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Safety Advice

Last Modified July 20, 2017
 

We have listed some safety advice below which is aimed at keeping yourself, your loved ones and your property safe.

If you need further safety advice please visit Hertfordshire Constabulary's website or contact Hertsmere Community Safety Partnership.

 

Protecting your property

  • To avoid becoming a victim of burglary, make sure that before you leave the house all windows and doors are shut and locked securely
  • Make a habit of checking that the ground floor windows are closed and locked when you go to bed
  • Do not leave any valuables in your car. Even if you know the bag on the front seat is empty, a thief may still try their luck
  • Remember to remove your Sat-Nav and its holder from the car, whilst wiping away any suction marks. Do not leave it in the glove box either as this is the first place a thief will look
  • Register any valuable items such as mobile phones, tablets and bikes on the free online database Immobilise - this way, if they get lost or stolen, police are able to return it to you more easily if they’re recovered
  • UV (Ultra Violet) security marker pens, which leave a mark that is not visible to the naked eye, are also a cost effective way to mark your property. You can mark your property by simply writing your house number and post code. These pens will make your property easier to return if it’s recovered. If you would like a UV security marking pen, they are available from most good stationary stores or please contact us on 020 8207 7801 or email us at partnership.support@hertsmere.gov.uk to request one
  • Keep your shed securely locked by using a strong padlock and always remember to put away any gardening equipment and tools once you’ve finished with them

 

Deterring intruders

  • Make sure you always lock garden gates and keep fences in good repair
  • Walking on gravel is noisy, so this can help to deter intruders
  • Thorny plants or trellis on top of perimeter fences will also help to deter intruders
  • Front boundaries (hedges, trees and shrubs) shouldn’t exceed 1m in height; unless they are metal railings which allow natural vision through. This is to stop a burglar having a screen to work behind
  • An anti-climbing topping on gates, such as a decorative spearhead design makes it difficult for them to be climbed over
  • Lighting can play an important role in deterring intruders because it makes homes look occupied and therefore is not a target for most burglars. This lighting needs to be inside the home (and visible to those outside) and at entry points (doorways and windows). This is particularly relevant during the winter as the evenings can draw in as early as 3pm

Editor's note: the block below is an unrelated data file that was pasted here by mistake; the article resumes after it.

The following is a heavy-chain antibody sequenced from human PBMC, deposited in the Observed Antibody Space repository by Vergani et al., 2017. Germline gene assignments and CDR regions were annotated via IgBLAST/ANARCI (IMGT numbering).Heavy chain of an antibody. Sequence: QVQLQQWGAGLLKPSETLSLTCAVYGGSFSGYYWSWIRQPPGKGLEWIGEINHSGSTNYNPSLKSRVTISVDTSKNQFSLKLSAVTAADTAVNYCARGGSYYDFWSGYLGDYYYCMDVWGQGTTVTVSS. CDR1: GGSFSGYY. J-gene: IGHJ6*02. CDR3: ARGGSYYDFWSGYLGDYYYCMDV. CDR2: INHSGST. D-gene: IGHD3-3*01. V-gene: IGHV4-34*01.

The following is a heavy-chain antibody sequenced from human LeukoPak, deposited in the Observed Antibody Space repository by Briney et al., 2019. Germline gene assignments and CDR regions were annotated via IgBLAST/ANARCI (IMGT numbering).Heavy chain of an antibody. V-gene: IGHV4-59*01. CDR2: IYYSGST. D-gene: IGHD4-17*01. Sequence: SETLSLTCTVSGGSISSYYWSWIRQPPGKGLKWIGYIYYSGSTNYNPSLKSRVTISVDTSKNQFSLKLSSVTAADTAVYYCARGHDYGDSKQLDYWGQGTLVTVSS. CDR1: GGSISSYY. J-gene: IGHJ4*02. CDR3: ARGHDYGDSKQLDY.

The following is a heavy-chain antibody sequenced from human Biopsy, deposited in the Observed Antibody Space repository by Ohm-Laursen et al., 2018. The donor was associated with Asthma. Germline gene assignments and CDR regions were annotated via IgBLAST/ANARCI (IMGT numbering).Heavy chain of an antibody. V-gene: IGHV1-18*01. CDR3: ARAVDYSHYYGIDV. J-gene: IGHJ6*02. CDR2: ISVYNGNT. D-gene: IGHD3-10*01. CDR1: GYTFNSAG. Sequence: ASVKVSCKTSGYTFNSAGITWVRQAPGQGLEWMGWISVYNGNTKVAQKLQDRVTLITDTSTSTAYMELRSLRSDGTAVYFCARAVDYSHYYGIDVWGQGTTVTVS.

• Dusk until dawn security lighting is beneficial, particularly at the rear of your property where heat and motion sensor lighting are often activated by small animals. They can also be a useful addition at the front of your home as well, so they turn on when people approach your home
  • Intruder alarms can be an excellent deterrent against burglary. Always set your alarm when leaving the house and if you don’t have one, consider having one fitted
  • If you have been burgled, contact the police as soon as possible. If it is an emergency or there is a burglary in action in your home, dial 999 or call 101 the police non-emergency number if you have been burgled and are in no danger.

 

Protecting yourself and your loved ones

  • If you have children in your family, it is important to make them aware of the dangers of the internet. Children should be reminded never to disclose personal information when using email, social networking sites or chatrooms and should never arrange to meet anyone through the internet
  • Internet Service Providers give parents/carers the ability to incorporate controls on computers used by children. This will enable monitoring of computer use and restrict access to sites unsuitable for children. More information on keeping your child safe online and offline can be found here
  • If you have elderly people in your family, it is essential that you remind them of the dangers of scams and bogus callers. There are various different types of scams including phone, letter, email and shopping. To ensure your family members are kept safe, remind them to; never open the door if they are unsure who it is, never give out personal details such as bank numbers or birth dates (especially over the phone or internet), always be sceptical of callers - even those who claim to be officials, don’t be afraid to say ‘no thank-you’ and hang up/close the door and never agree to have work done on their home by someone who has turned up at the door. For more advice on how to keep your loved ones safe from scams and rogue traders, please click here  We occasionally hold Older People's Awareness and Learning Events. Watch our film to learn more about the day.


  • With the rise of internet use over the past decade, more and more people are choosing to shop online than go to the shops. Whilst most online shopping sites are legitimate, you must still be cautious. Always check seller feedback when buying online (if they have lots of negative feedback, don’t buy from them). Always check the website you are using is not a fake – you can do this by simply searching the brand name in Google and remember to keep your anti-virus software up to date, particularly if you are using your bank card details online.

 

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